Despite the pending snowfall today, hundreds packed a middle school auditorium in Winchester to hear from Democratic candidates who have lined up to unseat Republican U.S. Rep. Barbara Comstock.
In all, 11 men and women have entered the race for the 10th Congressional District’s Democratic primary. Seven of them lined the stage at James Wood Middle School for today’s candidates’ forum, put on by Indivisible Winchester, the Winchester-Frederick County Democratic Committee and the Clarke County Democratic Committee.
There was one unifying message among all of the candidates at the event, and, judging by the loud cheers and applause, audience members were in agreement. They want to defeat Comstock and bring home a win in the 10th District for Democrats for the first time in nearly 40 years.
“Everyone in this entire room has one thing in common and that is that we want to defeat Barbara Comstock this year,” said Lindsey Davis Stover, a former Obama administration official.
The event’s moderator Jeff Coker, dean of Shenandoah University College of Arts and Sciences, asked the crowd of Comstock challengers how they would fare against the two-term congresswoman, who has tried to distance herself from President Donald J. Trump and cast herself as a moderate.
“I don’t think you can say you’re not with Donald Trump when you vote with him 97 percent of the time,” said Jennifer Wexton, who’s in her second term representing the 33rd District in the state Senate.
“Barbara Comstock often talks like us, and always votes like them,” Alison Friedman, a McLean resident who works to combat human trafficking, said to cheers.
With Monday’s shooting at a Florida high school still fresh on people’s minds, gun control got the most air time of any topic. Most were in agreement that more needs to be done to tighten up background checks and keep those battling mental health from purchasing guns.
“If you’re deemed too dangerous to get on a plane, you should be too dangerous to walk into a store and buy a gun,” Stover said.
The roadblock to moderate gun control is special interest groups like the NRA funding politicians’ campaigns, said Deep Sran, founder of the Loudoun School for the Gifted in Ashburn. “Our gun control issue is a uniquely American problem so we know it’s a problem we can solve,” he added, noting that 95 percent of Americans approve of universal background checks. “I think this comes down to the courage of the people you elect.”
“We’re not going to change their minds on this issue, we need to change their seats. We need to stay angry, we need to stay outraged. Children are being murdered just for going to school…” Wexton said. “We need to vote them out of office and it starts with Barbara Comstock.”
Coker asked the candidates whether the U.S. should stabilize other nations such as Syria and Nigeria and whether they agree with increasing military funding. Dan Helmer, a Rhodes Scholar and Army veteran, said he supports a strong military but not at the expense of other diplomacy tools. “We’re not fully funding our State Department at a time when we risk nuclear war in Korea,” he stressed. “What we need in our world today is to prioritize peace and American leadership.”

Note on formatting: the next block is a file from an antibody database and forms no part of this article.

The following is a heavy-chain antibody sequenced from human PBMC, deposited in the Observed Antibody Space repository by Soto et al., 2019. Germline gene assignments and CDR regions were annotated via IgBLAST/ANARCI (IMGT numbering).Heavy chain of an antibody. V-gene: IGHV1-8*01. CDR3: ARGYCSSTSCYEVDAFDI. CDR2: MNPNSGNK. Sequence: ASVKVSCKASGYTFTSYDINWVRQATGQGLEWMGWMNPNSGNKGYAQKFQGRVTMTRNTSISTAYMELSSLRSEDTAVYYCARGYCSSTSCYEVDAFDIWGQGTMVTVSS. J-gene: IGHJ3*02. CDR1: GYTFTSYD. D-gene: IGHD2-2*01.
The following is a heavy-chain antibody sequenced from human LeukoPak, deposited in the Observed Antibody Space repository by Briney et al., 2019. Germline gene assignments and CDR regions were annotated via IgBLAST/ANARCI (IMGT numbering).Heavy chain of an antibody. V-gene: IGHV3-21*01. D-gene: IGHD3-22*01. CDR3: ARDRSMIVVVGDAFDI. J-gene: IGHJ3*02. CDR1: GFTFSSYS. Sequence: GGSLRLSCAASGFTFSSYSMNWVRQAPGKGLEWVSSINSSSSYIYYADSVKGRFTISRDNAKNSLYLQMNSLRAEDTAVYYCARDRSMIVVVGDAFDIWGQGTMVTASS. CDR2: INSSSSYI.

The candidates were also asked what policies they would propose to counter the Tax Cuts and Jobs Act, Trump’s tax plan that Congress approved in December.
Julia Biggins, an infectious disease scientist, would consider tightening up some military spending. “We have many redundancies there that could be streamlined a bit,” she said. “We do have the ability to have a balanced budget. We did it under President Clinton and George Bush was handed a budget surplus.”
Sran called the tax legislation a spotlight on the hypocrisy of Republicans in leadership. “We’re the party of fiscal discipline. Oh, here’s a $1.5 trillion deficit. We are looking out for the working class. Eh, all the tax cuts go disproportionally to our donors,” he said.
Sran triggered a loud applause when he asked who in the audience sees the tax bill as an effort to gut public services, such as Medicaid, Medicare and Social Security. “Because now we know what they’re going to say. Can’t afford it. … We’re not fooled and in November, we’re going to show that.”
Paul Pelletier said he’s seen politicians tackle important issues, particularly when he worked as a federal prosecutor in Miami. He saw them hurry to work with the Department of Justice and pass federal legislation to target the drug problem. “Congress has lost the ability to solve problems for people and everyone goes into their own corner,” he said. “They’ve lost that focus and we’ve got to get it back.”
While each candidate argued that he or she was the best person to go up against Comstock, each also pledged to stand behind the winner of June’s primary.
“We are in the midst of a pivotal and important time in American politics,” Coker said. “You can tell by the number of candidates running and the number of people who have turned out today, in spite of the weather, that the stakes are high.”
Other candidates running in the 10th District’s Democtratic primary, according to the Federal Elections Commission, are: Shadi Ayyas, David Hanson, Julien Modica and Michael Pomerleano. Republican Shak Hill is challenging Comstock from the right.
The 10th Congressional District includes all of Loudoun County and stretches from McLean to the east to Winchester to the west.
The Dranesville District Democratic Committee will hold a Democratic Primary Congressional Candidate Forum from 5-7 p.m. Sunday, April 22, at Colvin Run Elementary School in McLean. Register to attend here.